12 September 2004


It's time for the various annual fall lament/preview issues from major book reviews. Again. The Guardian cries both that "most leading publishers are trying to stem the tide of unsolicited material" and

Another sure sign that Christmas is approaching is the desperate seasonal search in the trade for the goose that will lay the golden egg. Just as Benjamin Schott's wonderful Miscellany launched a thousand imitations (not one of which troubled the checkout clerks for more than a nanosecond), so Lynne Truss's sensational "zero tolerance" essay on punctuation is going to inspire a horrifying outbreak of sequel-itis. In days gone by, sequel fever was only a mild affliction and usually involved commissioning some tame novelist to finish off Jane Austen's Sanditon or hammer out a follow-up to Gone With the Wind. But now the pressure is on for a quicker hit. If last year's success fou was Eats, Shoots and Leaves, this year's oven-ready turkeys will be the E,S&L imitations. One of the saddest truths about the book world is that though publishers must know that originality is inimitable, this never stops them from indulging in the sincerest form of flattery: imitation. Call it what you like — sequel, spin-off, byproduct, follow-up — but that second bite at the cherry will always be a bitter, fruitless one.

Robert McCrum, "Imitation Is the Feeblest Form of Publishing" (12 Aug 04) (typography corrected; fake paragraphing removed for clarity). If anything, McCrum understates the problems with contemporary publishing and its slavish imitation of last season's least-expected success.

The NYT and Post have their "fall preview listings," revealing (and, contrary to their protestations, revelling in) an estimated 60,000 new books on their way here before year's end. Just looking at some of the titles and sources makes one very glad that the trees can't pull a Macbeth and lead an inexorable assault on the castle Avenue of the Americas. Or, if one is more cynical, instead one might hope for such an assault.

What these disparate views reveal, if nothing else, is the publishing industry's collective myopia. (I'll leave dishonesty and stupidity for another time.) One might think that the "tide of unsolicited material" is coming from the writing community at large, particularly that "horrifying outbreak of sequel-itis." A little thought and examination of the realities of publishing, though, demonstrates otherwise. Trade publishing works on a twelve-to-eighteen month cycle from acceptance of manuscript to appearance on the shelves. That is, it does when there is any attention whatsoever paid to editing, to cover and interior design, to proofreading, to legal clearance, to a marketing plan tailored to the characteristics of the book in question, to layout, to actually printing the damned thing, to shipment and fulfillment… in short, to anything that will serve to improve product quality and long-term value.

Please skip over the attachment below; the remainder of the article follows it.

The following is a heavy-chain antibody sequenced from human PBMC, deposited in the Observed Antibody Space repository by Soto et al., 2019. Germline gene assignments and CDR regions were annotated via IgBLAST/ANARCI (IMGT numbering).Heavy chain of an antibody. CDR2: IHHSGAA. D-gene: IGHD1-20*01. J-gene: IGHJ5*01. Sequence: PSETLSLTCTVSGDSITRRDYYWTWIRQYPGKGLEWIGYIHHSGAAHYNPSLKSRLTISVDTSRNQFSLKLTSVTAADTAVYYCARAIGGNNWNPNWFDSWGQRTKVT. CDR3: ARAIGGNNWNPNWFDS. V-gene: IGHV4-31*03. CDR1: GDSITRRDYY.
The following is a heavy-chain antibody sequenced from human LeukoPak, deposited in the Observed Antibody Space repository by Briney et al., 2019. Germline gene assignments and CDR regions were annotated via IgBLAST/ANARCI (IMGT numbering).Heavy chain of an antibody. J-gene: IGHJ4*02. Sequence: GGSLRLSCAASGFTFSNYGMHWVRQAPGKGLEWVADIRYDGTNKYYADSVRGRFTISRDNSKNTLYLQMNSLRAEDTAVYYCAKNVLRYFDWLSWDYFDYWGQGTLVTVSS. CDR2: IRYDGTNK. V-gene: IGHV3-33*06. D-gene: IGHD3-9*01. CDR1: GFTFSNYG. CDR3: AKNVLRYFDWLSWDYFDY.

So, then, how are these imitators showing up a bare twelve months (or less) later? Much of the time, this requires cutting short many of the necessary steps in the process. Admittedly, some of those tasks can in fact be done in parallel; but many cannot. Recall, too, that this leaves that much less time for actually writing the bloody book. Where are these imitators coming from, then? On the one hand, a substantial proportion of them—perhaps 30%, although that will certainly vary from imprint to imprint—are works that were already in the pipeline, either with established publishing dates or provided by agents frantically called by editors asking "have you got another Lynne Truss ready to go?" Occasionally, this might even include something in the slush pile that was read by an intern or editorial assistant and not summarily rejected for being printed on lavender-scented paper in fifteen-point single-spaced Zapf Chancery (don't laugh too loud—I got one of those while on the dark side of the editorial desk… at a nonfiction-only publisher). On the other hand, many of them, and perhaps most, are mechanical churn-outs from the "usual suspects." Frequently delivered for a flat fee on a work-for-hire basis, these are almost always ill-thought-out slavish imitators written to formula, sometimes even to a detailed outline provided by the publisher.

Note, though, that in both instances, the publisher has essentially outsourced its acquisition function to last year's sales phenomenon. This shouldn't be all that surprising, though, considering what else is centered in New York: the American garment industry (with a satellite office in Bentonville, Arkansas). That leads to such awful thoughts as Donna Karan (to pick one obvious name, and far from the worst possible choice) establishing a line of designer bookcovers, suitable for any business occasion. It would be just like what the POD-based vanity presses (e.g., Au+h0rh0u53, iUniv3r53, and x1i6ri5) offer, but coated in a veneer of dubious respectability. On second thought, how would one tell the difference from what we've got? In any event, it assumes the replicability of a previous sales "phenomenon"—and one would think that even beancounters would understand that this is disfavored under the Intellectual Property Clause. And common sense.

I guess not.